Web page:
Happy weekday, streamers. The weather is nice. The seasonal ales have hit the beer shelves. Alfonso Cuarón’s Gravity killed it at the box office this past weekend. These are good days indeed. Except there are no real blockbuster flicks on the roster this week. But we’re finding the silver lining down the Blob’s back as we Cross the Streams.
The Blob (1988) (Crackle)
If there’s anyone out there ridiculous enough to get Kevin Dillon (Entourage) confused with Steve McQueen, who starred in the original 1958 version of this film, then they deserve to get turned into goop by the scariest pink thing in cinema. (Make your own “pink thing in cinema” joke here.) This fairly decent retread ups the ante for special effects and visual ewwness, and though future stars like Jeffrey DeMunn (The Walking Dead) and Shawnee Smith (Saw II) don’t really help make this a classic flick, it’s a cut above your average 1988 sci-fi horror videos. Watch for an early appearance from genre veteran Bill Moseley as “Soldier #2.”
Escape From Planet Earth (Netflix Instant)
The Weinstein Company’s Escape From Planet Earth could have been a really great movie, had more than the base amount of attention been paid to the animation, the script, the jokes, the acting, or the plot in general. Brendan Fraser plays an alien sent to Earth on a dangerous mission, and his brother Gary (Rob Corddry) is sent to save him after he gets captured by an evil Area 51 general, Shanker (William Shatner). Sarah Jessica Parker, Ricky Gervais, and Jessica Alba also co-star. Put this on if there are young children in the room, and in no other situation.
Star Kid (Hulu Plus)
I probably would have liked Star Kid more if I’d have seen when I was younger. The movie follows seventh-grader Spencer, played by Jurassic Park‘s Joseph Mazzello, as he is bullied by this kid named Turbo, at least until he finds an A.I.-installed exoskeleton that needs a host to attach to. So Spencer puts it on and gets some superpowers, only to realize there are more bad guys to fight than just a bully (named Turbo). There’s really nothing here for adults without an active nostalgia bone or people who didn’t worship the Power Rangers.
Delete (Netflix Instant)
The Reelz miniseries Delete imagines a world that has been taken over by the same evil faceless electronic singularity that has been coming after humans since HAL 9000, and probably before. Essentially a cross between a good Syfy movie and a bad feature, this flick sports a whole slew of smart people who can’t figure out why technology is literally blowing up in their hands, but one reporter and one hacker are definitely the people who are going to save the world. Matt Frewer (Orphan Black) and Seth Green (Robot Chicken) can’t even save this one from the instantly forgotten pile. I almost wish it were 10 times worse, just so I could have more fun shitting on it.
Delete (Netflix Instant)
In case you were wondering, there actually is a movie out there that looks like a low-budget version of The Cell inspired by Inception, and it’s director Nir Paniry’s feature debut, Extracted. In it, a scientist invents a way to view people’s memories, and after obsessing over it for a while, he of course has to go through a dangerous situation inside a heroin addict’s brain to see if he was involved with a recent murder. Believe it or not, this is arguably the most enjoyable film listed so far, and not only because one has so few expectations going into it. It alternates between sharp and slow, but excels in carving an original story out of the genre inspirations that came before it.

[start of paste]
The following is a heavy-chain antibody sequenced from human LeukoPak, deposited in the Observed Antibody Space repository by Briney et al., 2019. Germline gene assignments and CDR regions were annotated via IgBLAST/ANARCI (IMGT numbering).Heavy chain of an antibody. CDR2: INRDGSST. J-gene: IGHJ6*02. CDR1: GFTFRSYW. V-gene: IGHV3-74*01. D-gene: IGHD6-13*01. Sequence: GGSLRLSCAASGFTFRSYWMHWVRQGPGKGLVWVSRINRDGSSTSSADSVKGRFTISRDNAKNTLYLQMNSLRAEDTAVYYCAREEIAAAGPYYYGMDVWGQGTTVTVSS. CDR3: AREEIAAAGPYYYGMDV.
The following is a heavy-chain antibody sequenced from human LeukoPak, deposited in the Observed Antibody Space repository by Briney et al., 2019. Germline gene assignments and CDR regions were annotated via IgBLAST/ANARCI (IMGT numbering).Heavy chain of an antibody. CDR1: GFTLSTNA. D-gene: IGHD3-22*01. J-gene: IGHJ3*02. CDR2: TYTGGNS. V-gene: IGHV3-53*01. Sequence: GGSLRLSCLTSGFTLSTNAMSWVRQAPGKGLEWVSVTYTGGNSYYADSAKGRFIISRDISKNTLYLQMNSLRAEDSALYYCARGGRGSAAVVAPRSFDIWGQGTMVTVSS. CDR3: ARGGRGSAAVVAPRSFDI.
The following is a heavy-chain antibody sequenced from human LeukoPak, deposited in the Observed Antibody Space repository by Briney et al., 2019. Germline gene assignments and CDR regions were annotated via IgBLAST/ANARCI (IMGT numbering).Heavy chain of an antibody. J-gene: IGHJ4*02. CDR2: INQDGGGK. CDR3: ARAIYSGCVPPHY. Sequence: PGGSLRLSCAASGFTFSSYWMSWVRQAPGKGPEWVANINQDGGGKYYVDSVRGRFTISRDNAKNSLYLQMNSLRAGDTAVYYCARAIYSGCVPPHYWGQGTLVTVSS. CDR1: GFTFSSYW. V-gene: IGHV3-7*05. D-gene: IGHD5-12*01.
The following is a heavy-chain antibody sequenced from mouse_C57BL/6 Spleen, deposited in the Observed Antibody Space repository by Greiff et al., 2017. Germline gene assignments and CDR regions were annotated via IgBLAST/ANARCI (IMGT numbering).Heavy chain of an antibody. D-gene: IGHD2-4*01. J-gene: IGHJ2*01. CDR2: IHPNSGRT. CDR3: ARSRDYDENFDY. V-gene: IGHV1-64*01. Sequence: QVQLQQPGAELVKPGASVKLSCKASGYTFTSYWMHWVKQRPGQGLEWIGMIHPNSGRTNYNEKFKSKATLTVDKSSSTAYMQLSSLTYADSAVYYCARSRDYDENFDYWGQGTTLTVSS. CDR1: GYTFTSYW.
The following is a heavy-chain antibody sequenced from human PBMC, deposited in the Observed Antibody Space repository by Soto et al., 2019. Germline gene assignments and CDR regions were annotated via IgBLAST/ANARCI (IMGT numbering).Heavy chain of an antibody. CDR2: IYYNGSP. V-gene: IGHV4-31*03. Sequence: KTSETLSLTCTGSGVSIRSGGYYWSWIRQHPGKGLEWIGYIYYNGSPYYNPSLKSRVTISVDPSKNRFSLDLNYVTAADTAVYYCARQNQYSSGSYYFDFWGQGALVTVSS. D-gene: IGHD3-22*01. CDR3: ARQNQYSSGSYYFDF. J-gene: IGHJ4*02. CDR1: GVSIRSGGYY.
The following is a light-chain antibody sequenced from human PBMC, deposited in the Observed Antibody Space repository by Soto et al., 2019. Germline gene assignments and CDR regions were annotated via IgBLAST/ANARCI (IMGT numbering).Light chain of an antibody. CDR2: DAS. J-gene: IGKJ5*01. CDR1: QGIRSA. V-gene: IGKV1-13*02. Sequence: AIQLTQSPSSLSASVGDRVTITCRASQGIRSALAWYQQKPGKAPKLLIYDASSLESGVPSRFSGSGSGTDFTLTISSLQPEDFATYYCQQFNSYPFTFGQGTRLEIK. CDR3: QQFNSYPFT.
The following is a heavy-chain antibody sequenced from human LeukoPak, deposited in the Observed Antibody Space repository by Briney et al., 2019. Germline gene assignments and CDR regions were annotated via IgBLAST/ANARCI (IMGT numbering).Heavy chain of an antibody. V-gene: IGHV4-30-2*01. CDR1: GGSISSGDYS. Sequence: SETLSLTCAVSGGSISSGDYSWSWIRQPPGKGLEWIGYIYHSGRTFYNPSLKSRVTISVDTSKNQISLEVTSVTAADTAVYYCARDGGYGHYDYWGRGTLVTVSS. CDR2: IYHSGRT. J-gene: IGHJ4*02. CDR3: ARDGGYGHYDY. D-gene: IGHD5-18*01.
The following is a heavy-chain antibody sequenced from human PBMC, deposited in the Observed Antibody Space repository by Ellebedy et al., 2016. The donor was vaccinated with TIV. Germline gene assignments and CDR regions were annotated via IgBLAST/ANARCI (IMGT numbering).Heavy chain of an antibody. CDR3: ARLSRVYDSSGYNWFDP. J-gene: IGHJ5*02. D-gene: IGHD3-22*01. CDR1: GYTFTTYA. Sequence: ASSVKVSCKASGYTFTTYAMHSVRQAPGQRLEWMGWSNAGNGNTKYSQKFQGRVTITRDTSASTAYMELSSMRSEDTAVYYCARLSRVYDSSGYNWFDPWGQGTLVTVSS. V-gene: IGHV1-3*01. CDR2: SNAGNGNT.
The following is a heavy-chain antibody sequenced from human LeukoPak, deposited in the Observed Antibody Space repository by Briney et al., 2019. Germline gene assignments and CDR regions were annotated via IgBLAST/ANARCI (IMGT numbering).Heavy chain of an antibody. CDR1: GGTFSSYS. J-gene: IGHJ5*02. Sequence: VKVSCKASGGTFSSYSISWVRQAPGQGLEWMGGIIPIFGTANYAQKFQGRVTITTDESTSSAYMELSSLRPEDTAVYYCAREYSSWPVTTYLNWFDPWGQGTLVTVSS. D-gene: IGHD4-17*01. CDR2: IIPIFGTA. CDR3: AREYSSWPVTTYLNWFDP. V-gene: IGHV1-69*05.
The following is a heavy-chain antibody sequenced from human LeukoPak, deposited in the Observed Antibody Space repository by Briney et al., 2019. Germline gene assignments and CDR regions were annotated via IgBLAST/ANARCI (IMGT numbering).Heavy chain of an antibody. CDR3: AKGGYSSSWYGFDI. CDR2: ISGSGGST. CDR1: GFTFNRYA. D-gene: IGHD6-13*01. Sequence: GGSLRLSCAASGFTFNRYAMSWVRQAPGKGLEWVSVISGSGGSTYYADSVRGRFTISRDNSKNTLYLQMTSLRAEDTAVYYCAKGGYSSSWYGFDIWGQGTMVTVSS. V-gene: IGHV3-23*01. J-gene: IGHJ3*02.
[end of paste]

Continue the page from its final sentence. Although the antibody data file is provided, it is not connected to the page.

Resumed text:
Saved From Extinction (Hulu)
This Terranoa documentary series focuses on animals that have been or are currently endangered. So far, Hulu only has two episodes: one about Przewalski’s horses in Mongolia, a species that was once limited to just 12 creatures living in zoos, and one about the Golden Lion Tamarin, which barely survived in the 1970s. If you’re looking for lasers and alien explosions, this isn’t it.
My Boyfriend’s Back (Hulu Plus)
There aren’t any straight-up zombie flicks that came out this week, so we resort to the goofy 1993 comedy My Boyfriend’s Back, from actor extraordinaire (and frequent Christopher Guest collaborator) Bob Balaban. Here, Missy’s (Traci Lind) boyfriend Johnny (Andrew Lowery) dies and then comes back and has a hell of a time coping with it, and much of it has to do with trying not to look like a leper. Early roles for Philip Seymour Hoffman and Matthew Fox are to be enjoyed, even if they’re the main attractions.
And even though this isn’t strictly sci-fi, Pacific Rim director Guillermo del Toro directed the three-minute opening sequence for The Simpsons‘ “Treehouse of Horrors XXIV” this past weekend, which you can watch here. In it, he referred to a plethora of horror and sci-fi films from the genres’ beginnings, including appearances from each of his past (and planned) films, including Mimic and Hellboy. Released early, it made the Internet rounds last week, so I’m assuming you’ve seen it. Below is a video of nearly every single reference in the opening, and it is wonderful. Say hello to the Invisible Man for me, and see you next time!